One of the things we looked at as part of the study was the level of empathy demonstrated among the children, because we know from research that children subconsciously disregard their empathy in order to survive socially in groups impacted by extensive bullying. Conversely, children who feel secure in their social environment show more care and respect for other children. That’s why it makes sense specifically to measure empathy in children’s groups,” says Secretary General at Save the Children Denmark, Jonas Keiding Lindholm.

Questions such as “How does it feel not to be allowed to participate in a game?” and “Where can you feel it when you feel sad?” are an integral part of everyday life in preschools that work with the Free of Bullying anti-bullying programme. Taking their daily experiences as their reference point, children and teachers talk about feelings, friendship and the challenges the children face in their social lives. The goal is to help the children feel safe in their school community, so that they can develop an understanding of their own and others’ feelings and needs, and of what it means to be a good friend. And this kind of focused effort works.

The study also indicates that there is a correlation between the extent to which parents are included in the work with Free of Bullying and the benefits gained by the children. Similarly, the extent of the impact resulting from the programme correlates with how intensely the institutions work with Free of Bullying.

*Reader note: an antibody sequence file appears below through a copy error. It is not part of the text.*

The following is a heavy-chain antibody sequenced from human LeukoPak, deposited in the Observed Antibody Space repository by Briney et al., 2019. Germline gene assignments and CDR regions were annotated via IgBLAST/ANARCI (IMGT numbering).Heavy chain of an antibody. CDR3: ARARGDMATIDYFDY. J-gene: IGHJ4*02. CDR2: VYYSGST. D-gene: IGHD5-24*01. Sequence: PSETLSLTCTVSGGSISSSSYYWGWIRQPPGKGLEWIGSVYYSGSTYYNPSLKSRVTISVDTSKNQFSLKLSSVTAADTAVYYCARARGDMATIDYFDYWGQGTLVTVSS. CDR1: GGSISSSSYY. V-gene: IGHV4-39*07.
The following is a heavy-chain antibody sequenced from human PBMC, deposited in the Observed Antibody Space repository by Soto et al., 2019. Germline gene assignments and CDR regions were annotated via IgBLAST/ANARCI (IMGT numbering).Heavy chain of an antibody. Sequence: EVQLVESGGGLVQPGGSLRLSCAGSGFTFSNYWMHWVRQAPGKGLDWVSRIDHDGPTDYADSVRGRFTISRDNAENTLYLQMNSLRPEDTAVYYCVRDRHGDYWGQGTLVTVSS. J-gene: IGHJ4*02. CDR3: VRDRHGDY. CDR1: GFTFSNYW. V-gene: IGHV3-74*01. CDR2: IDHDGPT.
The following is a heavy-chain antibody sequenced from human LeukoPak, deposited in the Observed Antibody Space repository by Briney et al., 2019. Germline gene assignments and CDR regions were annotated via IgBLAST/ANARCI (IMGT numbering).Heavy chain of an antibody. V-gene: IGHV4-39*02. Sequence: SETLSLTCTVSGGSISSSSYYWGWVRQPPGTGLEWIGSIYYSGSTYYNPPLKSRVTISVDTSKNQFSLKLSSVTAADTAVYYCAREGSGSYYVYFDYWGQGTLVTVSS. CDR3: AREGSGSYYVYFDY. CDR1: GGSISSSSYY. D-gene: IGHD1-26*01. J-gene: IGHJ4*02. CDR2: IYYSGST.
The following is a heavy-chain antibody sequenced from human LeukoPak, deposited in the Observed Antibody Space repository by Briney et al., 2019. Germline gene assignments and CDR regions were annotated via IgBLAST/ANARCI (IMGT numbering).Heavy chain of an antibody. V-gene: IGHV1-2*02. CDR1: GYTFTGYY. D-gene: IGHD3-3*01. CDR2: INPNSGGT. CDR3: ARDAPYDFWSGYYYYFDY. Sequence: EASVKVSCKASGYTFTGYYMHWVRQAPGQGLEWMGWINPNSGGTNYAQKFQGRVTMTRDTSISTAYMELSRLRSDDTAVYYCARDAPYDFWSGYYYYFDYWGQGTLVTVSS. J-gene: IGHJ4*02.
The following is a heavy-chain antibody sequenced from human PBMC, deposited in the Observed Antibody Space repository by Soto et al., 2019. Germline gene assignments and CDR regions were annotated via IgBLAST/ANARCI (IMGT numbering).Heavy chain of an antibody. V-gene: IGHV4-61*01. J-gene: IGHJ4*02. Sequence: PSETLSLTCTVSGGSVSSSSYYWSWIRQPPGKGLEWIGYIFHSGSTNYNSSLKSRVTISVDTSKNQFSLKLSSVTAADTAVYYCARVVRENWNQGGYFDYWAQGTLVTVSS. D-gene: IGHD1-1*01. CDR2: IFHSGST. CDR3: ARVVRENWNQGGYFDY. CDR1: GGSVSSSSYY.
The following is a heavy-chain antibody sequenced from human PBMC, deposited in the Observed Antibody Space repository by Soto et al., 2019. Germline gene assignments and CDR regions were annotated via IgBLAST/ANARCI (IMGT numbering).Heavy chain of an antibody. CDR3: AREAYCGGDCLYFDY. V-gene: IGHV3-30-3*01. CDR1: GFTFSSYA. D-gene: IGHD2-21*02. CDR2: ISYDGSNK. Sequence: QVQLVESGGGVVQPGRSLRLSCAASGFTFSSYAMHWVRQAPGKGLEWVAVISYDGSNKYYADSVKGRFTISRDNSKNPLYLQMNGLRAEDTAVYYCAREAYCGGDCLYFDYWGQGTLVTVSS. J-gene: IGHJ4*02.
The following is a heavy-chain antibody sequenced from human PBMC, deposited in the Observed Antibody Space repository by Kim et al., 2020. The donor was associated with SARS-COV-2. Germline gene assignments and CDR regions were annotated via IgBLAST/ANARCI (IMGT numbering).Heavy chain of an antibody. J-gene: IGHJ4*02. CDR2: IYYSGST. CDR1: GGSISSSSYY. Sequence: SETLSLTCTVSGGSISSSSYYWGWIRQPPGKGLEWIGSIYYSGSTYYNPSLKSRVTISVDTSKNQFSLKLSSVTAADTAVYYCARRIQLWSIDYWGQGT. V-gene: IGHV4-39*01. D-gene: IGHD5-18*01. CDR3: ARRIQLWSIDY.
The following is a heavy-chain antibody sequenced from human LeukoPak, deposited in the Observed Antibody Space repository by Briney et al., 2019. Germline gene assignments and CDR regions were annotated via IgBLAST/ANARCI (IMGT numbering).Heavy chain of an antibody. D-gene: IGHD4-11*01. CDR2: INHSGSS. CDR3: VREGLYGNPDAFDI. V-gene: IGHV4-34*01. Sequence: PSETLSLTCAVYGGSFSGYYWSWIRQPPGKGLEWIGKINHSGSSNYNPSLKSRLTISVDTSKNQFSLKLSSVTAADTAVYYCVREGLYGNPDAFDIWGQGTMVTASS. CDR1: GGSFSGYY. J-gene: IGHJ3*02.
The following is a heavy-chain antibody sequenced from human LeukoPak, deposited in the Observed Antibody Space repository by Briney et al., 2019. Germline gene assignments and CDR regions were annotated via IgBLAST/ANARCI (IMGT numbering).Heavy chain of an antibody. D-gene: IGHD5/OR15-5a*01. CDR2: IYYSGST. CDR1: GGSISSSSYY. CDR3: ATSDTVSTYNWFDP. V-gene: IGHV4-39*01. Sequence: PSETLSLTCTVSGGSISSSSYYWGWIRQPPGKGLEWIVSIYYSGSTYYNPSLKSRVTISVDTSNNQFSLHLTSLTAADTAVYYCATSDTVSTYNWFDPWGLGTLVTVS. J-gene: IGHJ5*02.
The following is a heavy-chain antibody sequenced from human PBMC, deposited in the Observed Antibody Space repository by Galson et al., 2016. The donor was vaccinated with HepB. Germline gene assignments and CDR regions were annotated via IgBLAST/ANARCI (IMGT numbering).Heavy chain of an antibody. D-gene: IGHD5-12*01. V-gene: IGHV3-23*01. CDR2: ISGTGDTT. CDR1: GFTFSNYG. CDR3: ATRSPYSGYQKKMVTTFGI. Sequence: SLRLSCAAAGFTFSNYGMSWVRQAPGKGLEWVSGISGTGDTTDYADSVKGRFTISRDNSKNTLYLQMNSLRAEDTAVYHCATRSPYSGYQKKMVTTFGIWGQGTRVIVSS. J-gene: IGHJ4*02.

Free of Bullying has been evaluated on a regular basis since it was launched in 2007. But this is the first time The Mary Foundation and Save the Children Denmark have studied the quantitative effects of their joint anti-bullying programme in a study using a control group.

Download a summary of the study.

Facts about the study

• The study was conducted between October 2016 and March 2017, in three Danish municipalities: Viborg, Thisted and Odense. Six hundred and forty-nine children distributed among 16 preschools participated in the study.

• Each municipality selected a number of institutions, which were then categorised based on background factors, such as size of institution, official rating and proportion of bilingual children. The institutions were subsequently randomly divided into two groups: a treatment group or a control group.